Vintage View - Nick Hopkin - Ludwig Black Beauty
Okay, so this month I’m going to take a look at the Ludwig Black Beauty snare drum. This is a snare drum that is hailed by many as ‘the Holy grail’ of drums. The drums of the late 1970’s have developed a legendary status and prices are going up. They are still, however, very much a players drum rather than a collectors piece to have purely for display. Before I get down to the sound and design of the drums and why these vintage Black Beauties are sought after, let’s take a look at it’s history.
A brief history:
I was glancing through Rob Cook’s excellent Ludwig book this week and happened upon a story about the Ludwig Black Beauty snare drum and how it found its name.
On Feb 12th 1924, Paul Whiteman concluded his first performance of Rhapsody in Blue in New York’s Aeolian Hall. The composer of the piece, George Gershwin, was at the piano; the percussion section included George Marsh. Marsh was playing his Ludwig & Ludwig Deluxe snare drum which Mr Whiteman described as his ‘Black Beauty’ because of ‘its sleek appearance and brilliant sound’.
The Ludwig Deluxe snare drum of the 1920’s was a scroll engraved, black nickel plated brass snare drum. The drum featured plated hardware and today these drums are highly collectible. The drum was available in shell depths of 4”,5” and 6.5” and diameters of 14” and 15”.
Prior to the 1970’s, only drums appearing in the 1932–34 Ludwig catalogue are referred to as a ‘Black Beauty’. It was very similar to the Deluxe drum but was upgraded to a professional strainer and hardware plating options were of chrome or Classic Gold.
In 1977 Ludwig revived the Black Beauty. The 1977 Black Beauty was made from a single sheet of brass drawn and spun in a seamless construction. Plated with Black Chrome the shell was plain, with engraving only offered in 1979. From 1970 – 1981 most of the Black Beauties were machine engraved with a ‘six leaf, four petal’ design. The drum was available in shell depths of 5” and 6.5” and offered with a standard P85 strainer or Super Sensitive mechanism.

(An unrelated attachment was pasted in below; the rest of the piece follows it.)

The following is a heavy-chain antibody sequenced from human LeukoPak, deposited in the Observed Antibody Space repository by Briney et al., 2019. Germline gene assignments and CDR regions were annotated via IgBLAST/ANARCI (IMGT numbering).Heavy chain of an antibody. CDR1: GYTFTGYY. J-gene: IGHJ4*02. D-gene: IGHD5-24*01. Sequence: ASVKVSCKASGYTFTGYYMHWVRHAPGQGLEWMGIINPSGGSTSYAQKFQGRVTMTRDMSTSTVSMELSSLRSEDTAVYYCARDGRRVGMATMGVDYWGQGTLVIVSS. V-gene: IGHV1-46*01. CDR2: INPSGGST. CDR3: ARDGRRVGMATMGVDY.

In 1988 the Black Beauty returned. These drums were identical to the 1977 drums without engraving, but the shells were manufactured from bronze rather than brass. Shell depths of 5” and 6.5” were offered, again with the option of P85 or Super Sensitive snare strainer.
In 1991 the line was expanded to 3”,5” and 6.5” with a 6.5” Super Sensitive. Many of the 6.5” shells were engraved, but on a limited edition basis. Each size was also available with a hammered option. Since 1994 all shells have reverted to brass.
So what about the sound?
Ludwig describe their Black Beauties of today as offering ‘a warm, round tone’. The warmth of the brass shell certainly offers a different characteristic to chrome on brass shells offered by Ludwig and other brands. It does have a unique voice, which some don’t like. But ask most producers their top five studio snare drums (and probably most studio drummers), and the Black Beauty will be in there. I would imagine they rank in the top five of snare drums hired from rental companies for studio work around the world.
You will have heard them on countless records over the years. From heavy metal giants like Metallica right through to pop tracks on BBC Radio 1. I recently read an interview with Ross Garfield (The Drum Doctor) talking about his top five snare drums; he had two Black Beauties in his top five! One of the drums was actually named ‘The One’ as it was the most requested snare drum in the 80’s for studio hires. He said Jeff Porcaro always asked for ‘the one’ so in the end they labelled it ‘The One’!
The 1920’s and 1930’s drums are playable, but offer a completely different sound. Although the modern Black Beauty owes it’s origin to these beautiful drums from yesteryear, they aren’t going to give you the sound of Lars Ulrich on Master of Puppets or Chad Smith on Blood Sugar Sex Magic!
The late 70’s drums are highly sought after, carrying a legendary status and despite the high price tag these snares are now demanding, they remain very much a player’s drum. The bronze drums from the 80’s have a different sound, obviously, but are still good drums.
Drums from 1994 to the present are brass and so sound similar to the 70’s drums to my ears, although personally I much prefer the vintage style Imperial lugs. Thankfully, Ludwig have returned to this design.
This isn’t just a drum, it’s a Legend.
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